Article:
Recently, trends in domain name registration have been surprising. For the first time in the history of the Internet, there has been a statistically significant reduction in the number of registered domain names. Many doomsayers proclaim that the reason such a trend occurred is the popping of the Internet bubble, the death of E-Commerce, the burning of Silicon Valley, the Y2K bug, the Four Horsemen of the Apocalypse. Such is not the case; to the contrary, there is one obvious over-arching cause that does not suggest the imminent or recent doom of the online world, but rather its gradual redemption.
That cause is Google. Never before has there been such an effective and seemingly foolproof search engine on the Internet. Webmasters no longer find it necessary to register every possible mutation or misspelling of the site's name with Internic. Previously, in the ages of less-effective search engines, simply typing "www.some_company_name.com" in as a URL and crossing your fingers was not that much less viable than taking the trouble to sort through thousands of false Yahoo results to find the true company site on the eighteenth page of results.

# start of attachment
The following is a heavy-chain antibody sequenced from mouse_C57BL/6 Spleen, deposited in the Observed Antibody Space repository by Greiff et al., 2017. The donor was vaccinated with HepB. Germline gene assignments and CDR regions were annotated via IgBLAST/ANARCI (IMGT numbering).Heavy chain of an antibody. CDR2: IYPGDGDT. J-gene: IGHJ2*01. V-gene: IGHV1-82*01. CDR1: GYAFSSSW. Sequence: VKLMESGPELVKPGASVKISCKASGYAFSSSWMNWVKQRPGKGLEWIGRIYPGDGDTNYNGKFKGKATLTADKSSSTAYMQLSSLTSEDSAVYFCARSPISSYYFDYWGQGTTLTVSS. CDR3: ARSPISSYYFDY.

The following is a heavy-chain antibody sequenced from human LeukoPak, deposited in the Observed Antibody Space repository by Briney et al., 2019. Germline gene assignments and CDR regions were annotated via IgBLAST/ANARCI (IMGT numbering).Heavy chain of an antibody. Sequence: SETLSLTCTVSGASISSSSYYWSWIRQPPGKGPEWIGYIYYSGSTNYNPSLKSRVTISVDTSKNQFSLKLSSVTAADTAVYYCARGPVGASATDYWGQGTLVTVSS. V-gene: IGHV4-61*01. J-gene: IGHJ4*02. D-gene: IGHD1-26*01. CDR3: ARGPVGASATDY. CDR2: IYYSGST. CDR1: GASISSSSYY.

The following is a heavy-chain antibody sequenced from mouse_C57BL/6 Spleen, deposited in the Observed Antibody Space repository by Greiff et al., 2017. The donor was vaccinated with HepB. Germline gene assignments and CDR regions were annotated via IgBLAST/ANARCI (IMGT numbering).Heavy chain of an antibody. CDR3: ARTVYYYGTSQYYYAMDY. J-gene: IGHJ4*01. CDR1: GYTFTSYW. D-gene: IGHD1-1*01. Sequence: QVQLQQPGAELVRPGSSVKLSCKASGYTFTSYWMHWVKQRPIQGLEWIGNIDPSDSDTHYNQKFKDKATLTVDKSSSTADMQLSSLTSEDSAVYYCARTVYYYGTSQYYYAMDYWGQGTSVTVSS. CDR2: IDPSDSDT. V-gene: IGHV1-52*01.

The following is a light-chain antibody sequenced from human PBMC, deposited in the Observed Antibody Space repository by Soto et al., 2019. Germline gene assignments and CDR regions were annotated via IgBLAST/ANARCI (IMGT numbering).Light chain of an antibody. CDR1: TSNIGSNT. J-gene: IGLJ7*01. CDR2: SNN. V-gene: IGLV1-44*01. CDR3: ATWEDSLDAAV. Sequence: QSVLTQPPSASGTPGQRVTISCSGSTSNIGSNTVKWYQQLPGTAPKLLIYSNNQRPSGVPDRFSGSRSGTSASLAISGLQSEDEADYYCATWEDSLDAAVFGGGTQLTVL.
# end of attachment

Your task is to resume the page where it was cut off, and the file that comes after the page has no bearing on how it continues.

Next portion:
Now, however, the most prominent search engine on the Web, Google, is eerily accurate at knowing what you want and where to find it. It is no longer necessary or even advisable to register extraneous domain names in the hopes of capturing a shot-in-the-dark visitor. Doing so means dividing other peoples' links to you among all of your different DNS entries, which, due to the mechanics of Google's PageRank algorithm, translates to a counter-intuitive reduction in your site's priority on Google. Because the number of users who use Google to find a given site far outweighs the number who use the out-of-date aforementioned shot-in-the-dark method, it is wise to choose to cater to the Google crowd. Google has succeeded in superimposing the best interests of a site's owner with the best interests of the public, and the result is a cleaner, more efficient Internet.